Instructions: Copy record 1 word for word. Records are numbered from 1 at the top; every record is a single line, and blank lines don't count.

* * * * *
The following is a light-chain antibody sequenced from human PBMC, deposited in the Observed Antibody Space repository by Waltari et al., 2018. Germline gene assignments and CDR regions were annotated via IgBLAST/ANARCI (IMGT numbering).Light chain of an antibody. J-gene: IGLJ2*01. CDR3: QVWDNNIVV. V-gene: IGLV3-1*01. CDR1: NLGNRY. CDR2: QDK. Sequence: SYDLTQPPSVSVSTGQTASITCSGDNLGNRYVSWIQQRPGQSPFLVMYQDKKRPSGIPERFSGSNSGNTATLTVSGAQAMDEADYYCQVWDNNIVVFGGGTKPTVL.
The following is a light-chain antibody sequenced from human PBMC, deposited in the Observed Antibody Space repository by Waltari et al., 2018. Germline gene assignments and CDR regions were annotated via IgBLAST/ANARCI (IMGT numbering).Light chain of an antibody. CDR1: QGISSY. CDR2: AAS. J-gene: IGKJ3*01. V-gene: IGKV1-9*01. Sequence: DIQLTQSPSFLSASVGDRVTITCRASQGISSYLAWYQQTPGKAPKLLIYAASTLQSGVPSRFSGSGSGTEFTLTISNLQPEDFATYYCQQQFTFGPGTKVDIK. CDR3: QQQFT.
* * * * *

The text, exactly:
The following is a light-chain antibody sequenced from human PBMC, deposited in the Observed Antibody Space repository by Waltari et al., 2018. Germline gene assignments and CDR regions were annotated via IgBLAST/ANARCI (IMGT numbering).Light chain of an antibody. J-gene: IGLJ2*01. CDR3: QVWDNNIVV. V-gene: IGLV3-1*01. CDR1: NLGNRY. CDR2: QDK. Sequence: SYDLTQPPSVSVSTGQTASITCSGDNLGNRYVSWIQQRPGQSPFLVMYQDKKRPSGIPERFSGSNSGNTATLTVSGAQAMDEADYYCQVWDNNIVVFGGGTKPTVL.